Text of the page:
A systematic review and meta-analysis of primary prevention strategies for sexual violence perpetration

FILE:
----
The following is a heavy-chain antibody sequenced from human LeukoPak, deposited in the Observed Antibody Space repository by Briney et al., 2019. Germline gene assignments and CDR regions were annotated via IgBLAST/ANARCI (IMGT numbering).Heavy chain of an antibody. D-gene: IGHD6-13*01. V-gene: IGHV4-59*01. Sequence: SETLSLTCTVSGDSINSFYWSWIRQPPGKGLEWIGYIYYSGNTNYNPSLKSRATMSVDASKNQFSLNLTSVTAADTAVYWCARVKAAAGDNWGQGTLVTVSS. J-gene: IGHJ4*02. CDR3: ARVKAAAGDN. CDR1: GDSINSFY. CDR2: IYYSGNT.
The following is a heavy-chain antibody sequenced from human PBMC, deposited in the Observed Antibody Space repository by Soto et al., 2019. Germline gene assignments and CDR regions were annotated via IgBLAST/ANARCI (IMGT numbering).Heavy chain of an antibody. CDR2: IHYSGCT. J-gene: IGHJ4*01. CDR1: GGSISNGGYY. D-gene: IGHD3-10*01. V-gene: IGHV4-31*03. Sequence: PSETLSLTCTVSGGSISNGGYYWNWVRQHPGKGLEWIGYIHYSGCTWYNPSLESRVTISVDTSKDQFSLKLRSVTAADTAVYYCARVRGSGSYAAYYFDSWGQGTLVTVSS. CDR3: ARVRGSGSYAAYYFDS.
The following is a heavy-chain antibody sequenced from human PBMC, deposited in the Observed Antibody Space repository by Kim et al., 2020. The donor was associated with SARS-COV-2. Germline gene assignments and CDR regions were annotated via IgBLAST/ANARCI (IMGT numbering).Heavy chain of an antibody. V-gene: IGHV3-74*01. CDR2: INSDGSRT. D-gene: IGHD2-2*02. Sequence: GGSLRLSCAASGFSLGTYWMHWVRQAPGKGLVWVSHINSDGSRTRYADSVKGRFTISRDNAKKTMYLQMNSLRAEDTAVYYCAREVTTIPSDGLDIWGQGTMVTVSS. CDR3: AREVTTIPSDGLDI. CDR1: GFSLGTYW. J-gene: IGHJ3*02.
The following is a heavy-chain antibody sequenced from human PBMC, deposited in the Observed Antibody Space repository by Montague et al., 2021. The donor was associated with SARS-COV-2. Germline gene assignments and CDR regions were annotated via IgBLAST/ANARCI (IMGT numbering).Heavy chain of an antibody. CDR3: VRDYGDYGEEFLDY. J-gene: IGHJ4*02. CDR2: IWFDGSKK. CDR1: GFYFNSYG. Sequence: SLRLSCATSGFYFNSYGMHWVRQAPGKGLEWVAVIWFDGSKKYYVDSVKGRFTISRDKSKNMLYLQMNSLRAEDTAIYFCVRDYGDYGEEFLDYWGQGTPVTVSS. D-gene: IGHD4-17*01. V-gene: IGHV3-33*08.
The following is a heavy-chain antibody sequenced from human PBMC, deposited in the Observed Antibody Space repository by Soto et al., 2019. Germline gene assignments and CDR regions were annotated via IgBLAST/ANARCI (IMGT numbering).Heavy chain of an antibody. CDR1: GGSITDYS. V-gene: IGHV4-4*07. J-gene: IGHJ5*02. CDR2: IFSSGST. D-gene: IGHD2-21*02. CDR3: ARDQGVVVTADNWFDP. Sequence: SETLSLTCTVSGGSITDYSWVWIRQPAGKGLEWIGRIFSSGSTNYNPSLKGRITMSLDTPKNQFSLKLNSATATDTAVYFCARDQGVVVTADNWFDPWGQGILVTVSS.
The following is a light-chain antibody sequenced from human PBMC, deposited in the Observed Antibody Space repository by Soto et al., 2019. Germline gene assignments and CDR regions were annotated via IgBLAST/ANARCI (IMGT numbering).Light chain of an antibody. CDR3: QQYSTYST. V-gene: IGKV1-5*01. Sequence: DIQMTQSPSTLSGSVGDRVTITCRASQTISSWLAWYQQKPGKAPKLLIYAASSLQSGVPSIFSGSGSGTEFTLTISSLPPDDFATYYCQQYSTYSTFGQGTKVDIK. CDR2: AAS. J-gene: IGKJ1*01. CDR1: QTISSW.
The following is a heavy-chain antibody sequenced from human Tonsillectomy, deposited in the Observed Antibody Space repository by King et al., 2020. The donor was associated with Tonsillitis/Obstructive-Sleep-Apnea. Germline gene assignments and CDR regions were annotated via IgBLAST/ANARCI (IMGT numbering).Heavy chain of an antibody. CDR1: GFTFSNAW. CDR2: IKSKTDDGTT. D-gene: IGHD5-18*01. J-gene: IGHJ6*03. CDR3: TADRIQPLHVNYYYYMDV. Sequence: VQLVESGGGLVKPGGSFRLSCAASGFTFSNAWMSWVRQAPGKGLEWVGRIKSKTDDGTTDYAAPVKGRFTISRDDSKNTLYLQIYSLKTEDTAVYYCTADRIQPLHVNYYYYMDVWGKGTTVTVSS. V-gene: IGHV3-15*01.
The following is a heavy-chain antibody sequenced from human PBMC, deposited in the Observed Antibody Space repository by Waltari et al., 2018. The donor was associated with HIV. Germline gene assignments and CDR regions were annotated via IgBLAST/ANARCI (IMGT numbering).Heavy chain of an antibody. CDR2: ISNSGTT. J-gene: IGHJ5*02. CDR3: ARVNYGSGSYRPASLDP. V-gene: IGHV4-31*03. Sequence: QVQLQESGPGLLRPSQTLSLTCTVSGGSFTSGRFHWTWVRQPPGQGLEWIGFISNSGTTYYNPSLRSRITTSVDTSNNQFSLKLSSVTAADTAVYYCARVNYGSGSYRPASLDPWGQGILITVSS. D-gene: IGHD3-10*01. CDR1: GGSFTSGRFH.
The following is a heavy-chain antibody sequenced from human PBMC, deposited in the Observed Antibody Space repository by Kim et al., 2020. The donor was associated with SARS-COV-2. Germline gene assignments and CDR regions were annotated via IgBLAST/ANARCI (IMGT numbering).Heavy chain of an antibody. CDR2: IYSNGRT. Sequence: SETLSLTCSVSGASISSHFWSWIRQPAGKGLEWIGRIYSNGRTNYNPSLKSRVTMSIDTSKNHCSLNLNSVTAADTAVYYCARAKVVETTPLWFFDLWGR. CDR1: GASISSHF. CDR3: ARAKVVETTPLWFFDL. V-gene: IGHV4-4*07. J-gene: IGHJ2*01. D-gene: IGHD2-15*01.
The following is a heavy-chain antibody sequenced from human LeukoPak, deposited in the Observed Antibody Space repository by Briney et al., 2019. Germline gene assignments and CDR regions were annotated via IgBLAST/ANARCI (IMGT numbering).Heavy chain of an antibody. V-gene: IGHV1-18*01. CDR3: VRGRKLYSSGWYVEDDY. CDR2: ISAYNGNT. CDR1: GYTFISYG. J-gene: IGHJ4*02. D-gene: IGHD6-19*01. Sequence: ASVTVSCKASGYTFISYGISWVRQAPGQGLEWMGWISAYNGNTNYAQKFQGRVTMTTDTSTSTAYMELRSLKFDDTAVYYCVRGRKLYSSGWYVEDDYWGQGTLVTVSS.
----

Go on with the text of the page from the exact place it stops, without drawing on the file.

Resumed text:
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Description: Sexual violence is prevalent worldwide. For example, the World Health Organization (WHO) estimates that 1 in 3 women have experienced physical or sexual violence in their lifetime. Thus, sexual violence is considered a significant health problem affecting millions of people every day (WHO, 2013; CDC, 2016). To combat sexual violence, public health practitioners and scholars address three types of prevention strategies: 1. Primary prevention strategies that refer to “approaches that aim to prevent violence before it occurs” (WHO, 2010, p. 7), and may be targeted at both prevention of perpetration and victimization; 2. Secondary prevention strategies that refer to “approaches that focus on the more immediate responses to violence” (WHO, 2010, p. 7), and; 3. Tertiary prevention strategies that refer to “approaches that focus on long-term care in the wake of violence” (WHO, 2010, p. 7). While all three strategies have been recognized as important for combatting sexual violence, the public health approach to violence emphasizes the importance of primary prevention strategies. Moreover, the primary prevention approach shifts the focus of prevention from potential victims to potential perpetrators (Dahlberg & Krug, 2002; McMahon, 2000). However, the primary prevention approach has been much less studied systematically compared with secondary or tertiary approaches (Arango, Morton, Gennari, Kiplesund, Ellsberg, 2014; WHO, 2010). Accordingly, while a number of quantitative and qualitative reviews of primary prevention strategies were conducted in the past (e.g., Anderson & Whiston, 2005; DeGue, S., Valle, L. A., Holt, M. K., Massetti, M. G., Matjasko, J. L., & Tharp, A. T., 2014; Ellsberg et al., 2015; Kettrey & Marx, 2018; Vladutiu, Martin & Macy, 2011; ), a quantitative review that includes all subcategories of prevention efforts is still missing. Previous reviews have highlighted the fact that the majority of primary prevention evaluations focus on attitudinal rather than behavioral outcomes (Anderson & Whiston, 2005; Breitenbecher, 2000, DeGue et al., 2014; Schewe, P., & O'Donohue, 1993). In fact, recently DeGue and colleagues (2014) concluded that none of the primary prevention strategies to date have shown to be effective in reducing perpetration behavior in a rigorous evaluation design. Thus, this project will provide a first comprehensive review and meta-analysis of all studies that examined primary prevention strategies to reduce sexual violence targeting perpetration behaviors between 1985 (the year in which this literature begins, as demonstrated by other reviews; DeGue et al., 2014) and 2018. We will examine these studies with two questions in mind: 1) What intervention programs show causal effects on sexual violence perpetration over the short and long term? 2) what kinds of outcomes (i.e., attitudes vs. behavior) have been assessed to determine successful intervention over the short and long term?